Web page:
The Consolation of Philosophy

by Boethius

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Last Updated on September 5, 2023, by eNotes Editorial. Word Count: 439

The Consolation of Philosophy was written by Boethius, in Latin, in approximately 523 AD. Boethius was a well-educated member of the Roman aristocracy who held influential political posts under the Ostrogothic king Theodoric. The work was written while Boethius was imprisoned in Pavia, awaiting his execution on suspicion of treason. Although Boethius himself was Christian, and the book was seminal within the Christian tradition, the work is purely philosophical, presenting a generalized philosophical understanding of God rather than a specifically Christian one.

The strongest influence on the work is Plato, specifically the Phaedo, in which Socrates, in prison and awaiting execution, discusses how a philosopher approaches death. Plato is interpreted through the lens of such Neoplatonic commentators as Porphyry and Proclus, and Stoic influence may also be discerned in the work.

The Consolation of Philosophy is written as a dialogue between Boethius and a vision of the Lady Philosophy, i.e. philosophy personified in female form bearing some resemblance to Diotima of Plato's Symposium. The work is divided into five major sections, or books, and mainly written in prose. However, it also contains thirty-nine poems, which serve almost as the choral odes of Greek tragedy.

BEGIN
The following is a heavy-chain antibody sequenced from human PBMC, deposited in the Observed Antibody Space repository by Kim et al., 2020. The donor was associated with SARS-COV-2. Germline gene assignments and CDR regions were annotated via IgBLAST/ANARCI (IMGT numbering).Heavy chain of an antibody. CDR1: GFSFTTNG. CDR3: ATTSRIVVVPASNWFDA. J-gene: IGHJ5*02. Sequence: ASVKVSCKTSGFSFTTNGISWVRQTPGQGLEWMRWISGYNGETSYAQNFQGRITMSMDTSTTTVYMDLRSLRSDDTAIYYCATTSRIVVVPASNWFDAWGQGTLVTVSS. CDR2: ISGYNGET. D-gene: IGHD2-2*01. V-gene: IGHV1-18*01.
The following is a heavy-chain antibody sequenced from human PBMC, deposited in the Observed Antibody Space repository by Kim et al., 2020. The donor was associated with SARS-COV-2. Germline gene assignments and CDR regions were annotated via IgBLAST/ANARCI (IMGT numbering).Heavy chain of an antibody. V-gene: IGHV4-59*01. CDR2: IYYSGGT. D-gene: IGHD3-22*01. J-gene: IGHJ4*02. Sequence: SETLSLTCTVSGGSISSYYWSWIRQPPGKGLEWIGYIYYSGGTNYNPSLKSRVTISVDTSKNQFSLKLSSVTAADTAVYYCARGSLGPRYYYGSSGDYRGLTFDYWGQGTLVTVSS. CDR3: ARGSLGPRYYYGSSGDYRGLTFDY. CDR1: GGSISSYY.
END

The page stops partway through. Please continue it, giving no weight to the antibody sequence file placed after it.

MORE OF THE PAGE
Rather than offering sympathy, the Lady Philosophy criticizes Boethius for abandoning his philosophical principles under duress and argues that, if he were true to his philosophical education, he would not be unhappy about being imprisoned, enduring torture, or awaiting execution. She emphasizes in Book 1 that Boethius's misfortune lies not in his external circumstances but in his forgetting the lessons he learned about the true nature of happiness, which does not lie in external circumstances.

In Book 2, Philosophy raises the Stoic notion that happiness is under our control, in that it does not reflect external events but rather our emotional reaction to those events. Although we cannot control what is outside us, we can control our responses to external events. She also points out that Fortune is by its nature fickle, and thus one should not delight in good fortune or mourn bad fortune, as it constantly changes and is outside our control.

Book 3 defines the good as God and happiness as closeness to or union with the divine. Book 4 addresses the problem of evil in the world by distinguishing between Providence, the plan of an omniscient, omnipotent benevolent God, and Fortune, which is the world as humans see it. Evil does not actually exist, but is a way we incorrectly perceive the world due to the limits of human reason. In the final book, Boethius reconciles free will and divine foreknowledge, and is consoled by the realization that true happiness lies in pursuit of virtue.

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